Ten Tips for Waitlisted Students

What is the wait list?

 After months of waiting for a “yes” or “no” from a college, some students get a “maybe” in the form of being offered a place on a wait list. Being placed on a wait list is a college’s way of saying that you effectively were good enough to be admitted, but there just wasn’t enough room for everyone who was qualified. If too few of the admitted students decide to enroll, the college will go to the wait list and offer a limited number of those students a spot in the class.   

It’s not an easy circumstance as you’re left wondering whether or not you’ll eventually be accepted, and you’re generally not notified of your status until after the May 1st notification deadline has forced you to place a deposit at another school. 

Improving your odds

If you are sincerely interested in attending a college that has waitlisted you, the best way to improve your odds is to make contact with an admission officer and express your desire to attend. Let them know how much you’d like to be on their campus. But there is a fine line between enthusiastically pursuing a place off the wait list and being a pest to the admission officer. 

Below, we’ve provided you with ten Collegewise tips on how to walk that wait list tightrope.

1. Read the letter carefully to determine what you have to do to accept a place on the wait list.

Schools will give you specific instructions about what to do if you wish to be placed on the wait list. Follow those instructions exactly. No exceptions. 

2. Call the admission office. This phone call should always be made by the student, and never by the parent.

Waitlisted students need to show that they, not their parents or anybody else, are sincerely interested in attending this college. That’s why this call absolutely must be placed by the student, not the parent.  When you call the admission office, you will probably get a receptionist. Tell this person your name, where you are from (for example, Southern California) and ask if you could speak with someone who would be familiar with your application. The receptionist will likely offer to have someone call you back. This usually happens because an admission officer will want to have a chance to review your file before speaking with you.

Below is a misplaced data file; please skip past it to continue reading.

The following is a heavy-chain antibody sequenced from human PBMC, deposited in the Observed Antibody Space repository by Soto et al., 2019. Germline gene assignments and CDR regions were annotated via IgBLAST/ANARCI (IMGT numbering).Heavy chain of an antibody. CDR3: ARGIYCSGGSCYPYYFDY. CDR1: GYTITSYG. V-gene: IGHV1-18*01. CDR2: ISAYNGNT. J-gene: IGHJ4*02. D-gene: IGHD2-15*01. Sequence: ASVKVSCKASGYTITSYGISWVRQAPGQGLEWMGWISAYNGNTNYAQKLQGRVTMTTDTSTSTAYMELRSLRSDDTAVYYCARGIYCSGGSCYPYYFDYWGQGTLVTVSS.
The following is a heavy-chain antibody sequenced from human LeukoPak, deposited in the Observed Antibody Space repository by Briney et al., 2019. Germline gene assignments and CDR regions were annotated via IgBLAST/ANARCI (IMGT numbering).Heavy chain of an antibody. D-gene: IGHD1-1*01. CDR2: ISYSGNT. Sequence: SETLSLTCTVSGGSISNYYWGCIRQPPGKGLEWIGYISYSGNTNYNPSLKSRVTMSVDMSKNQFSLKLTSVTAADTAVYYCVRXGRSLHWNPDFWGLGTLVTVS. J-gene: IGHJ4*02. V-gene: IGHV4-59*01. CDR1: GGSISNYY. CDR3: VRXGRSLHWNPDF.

When you receive your return phone call, it’s important to be respectful. Thank the officer for returning your call and tell her that you received your notice that you had been placed on the wait list.  Explain that you intend on accepting the offer to be placed on the wait list, and that you were just calling to find out if there might be anything specific you could address that would improve your chances of admission.

Since admission officers will rarely tell you something specific that kept you from being admitted, the purpose of this phone call is primarily to show the admission officer your level of maturity and your sincere interest in attending the school.

If you already know the name of the person who covers your high school or the area you’re from, you should obviously look to contact them directly.  Your high school counselor might also be able to offer you this person’s name.

***One VERY IMPORTANT note: you can skip this step with larger public schools like the University of California or the University of Michigan. It’s not that they don’t want to speak with students, they simply don’t have time. Also, if you don’t get a call back after leaving a message, don’t take it personally. Even at some smaller schools, the admissions officers are simply too busy to return calls from waitlisted students in the month of April.***

3. At the end of the call, ask the person if it would be OK to send him/her an update on your academics and activities.  

Verify the spelling of the person’s name before you get off the phone. If you’re comfortable, ask for their email address as well. Depending on the instructions given to you regarding the wait list, the school may have already asked for this.

4. Ask your guidance counselor to call the admission office

Explain to your counselor that you are sincerely interested in attending a college that waitlisted you, and you would like to know if he or she would mind calling the admission office to see if there’s anything you can do to improve your chances of being taken off the wait list. Admission officers will sometimes be more forthcoming with guidance counselors about the reasons a student was not outright admitted, and whether there’s any chance of you being taken off the list.

5. Meet with your guidance counselor to compare your findings.

After both you and your guidance counselor have spoken with the admission office, you should meet to compare your findings. Again, it’s not likely that you have uncovered anything specific, but it’s certainly worth trying if you sincerely want to attend this college. 

6. Write a letter to the person with whom you spoke.  The letter should be broken into three basic parts.